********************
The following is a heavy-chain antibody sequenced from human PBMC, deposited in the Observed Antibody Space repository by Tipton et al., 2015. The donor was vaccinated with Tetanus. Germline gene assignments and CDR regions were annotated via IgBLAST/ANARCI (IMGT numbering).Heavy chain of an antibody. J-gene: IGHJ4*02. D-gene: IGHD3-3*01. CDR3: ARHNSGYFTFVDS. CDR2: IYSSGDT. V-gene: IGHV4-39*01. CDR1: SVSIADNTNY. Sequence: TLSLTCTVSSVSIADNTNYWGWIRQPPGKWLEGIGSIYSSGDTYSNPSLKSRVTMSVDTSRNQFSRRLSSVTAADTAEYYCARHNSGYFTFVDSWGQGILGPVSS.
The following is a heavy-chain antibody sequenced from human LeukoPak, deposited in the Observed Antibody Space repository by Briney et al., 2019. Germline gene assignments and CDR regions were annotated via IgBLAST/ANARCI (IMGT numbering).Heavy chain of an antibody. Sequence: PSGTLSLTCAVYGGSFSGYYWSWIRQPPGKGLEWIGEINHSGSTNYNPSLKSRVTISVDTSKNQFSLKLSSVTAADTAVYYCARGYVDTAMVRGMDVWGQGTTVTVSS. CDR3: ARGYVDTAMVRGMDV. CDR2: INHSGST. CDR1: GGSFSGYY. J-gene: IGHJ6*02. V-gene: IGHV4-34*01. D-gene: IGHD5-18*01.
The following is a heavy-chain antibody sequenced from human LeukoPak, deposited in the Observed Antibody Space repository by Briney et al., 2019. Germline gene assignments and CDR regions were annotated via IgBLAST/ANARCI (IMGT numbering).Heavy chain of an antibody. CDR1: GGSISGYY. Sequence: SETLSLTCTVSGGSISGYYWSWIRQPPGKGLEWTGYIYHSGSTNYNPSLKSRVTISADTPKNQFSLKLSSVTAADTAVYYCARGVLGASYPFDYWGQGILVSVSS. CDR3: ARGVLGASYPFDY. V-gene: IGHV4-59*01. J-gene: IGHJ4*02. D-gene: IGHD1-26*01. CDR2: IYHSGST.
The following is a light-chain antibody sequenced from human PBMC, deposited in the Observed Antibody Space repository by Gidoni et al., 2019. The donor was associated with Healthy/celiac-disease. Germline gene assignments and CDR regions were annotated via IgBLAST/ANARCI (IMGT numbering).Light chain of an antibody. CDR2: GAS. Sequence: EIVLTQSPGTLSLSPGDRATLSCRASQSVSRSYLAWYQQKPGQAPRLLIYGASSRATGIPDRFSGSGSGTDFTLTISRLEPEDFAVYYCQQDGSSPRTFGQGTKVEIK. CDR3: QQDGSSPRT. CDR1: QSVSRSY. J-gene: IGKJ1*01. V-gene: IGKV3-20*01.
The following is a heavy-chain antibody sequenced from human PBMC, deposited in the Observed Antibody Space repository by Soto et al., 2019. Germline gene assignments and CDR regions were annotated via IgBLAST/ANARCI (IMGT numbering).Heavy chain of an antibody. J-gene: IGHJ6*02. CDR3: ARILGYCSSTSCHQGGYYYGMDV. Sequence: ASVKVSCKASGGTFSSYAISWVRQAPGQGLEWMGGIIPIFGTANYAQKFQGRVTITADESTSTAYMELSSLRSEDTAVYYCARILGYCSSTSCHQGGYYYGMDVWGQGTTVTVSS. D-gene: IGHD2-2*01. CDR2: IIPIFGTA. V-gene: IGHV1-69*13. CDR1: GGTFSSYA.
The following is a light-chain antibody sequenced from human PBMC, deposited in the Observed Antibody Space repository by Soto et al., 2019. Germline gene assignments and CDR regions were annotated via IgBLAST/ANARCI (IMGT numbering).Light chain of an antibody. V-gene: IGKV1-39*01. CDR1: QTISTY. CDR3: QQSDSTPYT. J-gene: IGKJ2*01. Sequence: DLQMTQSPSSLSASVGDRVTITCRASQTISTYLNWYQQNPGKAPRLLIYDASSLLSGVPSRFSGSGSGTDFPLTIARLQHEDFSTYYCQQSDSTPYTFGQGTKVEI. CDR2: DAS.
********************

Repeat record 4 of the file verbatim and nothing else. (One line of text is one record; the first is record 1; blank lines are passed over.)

The following is a light-chain antibody sequenced from human PBMC, deposited in the Observed Antibody Space repository by Gidoni et al., 2019. The donor was associated with Healthy/celiac-disease. Germline gene assignments and CDR regions were annotated via IgBLAST/ANARCI (IMGT numbering).Light chain of an antibody. CDR2: GAS. Sequence: EIVLTQSPGTLSLSPGDRATLSCRASQSVSRSYLAWYQQKPGQAPRLLIYGASSRATGIPDRFSGSGSGTDFTLTISRLEPEDFAVYYCQQDGSSPRTFGQGTKVEIK. CDR3: QQDGSSPRT. CDR1: QSVSRSY. J-gene: IGKJ1*01. V-gene: IGKV3-20*01.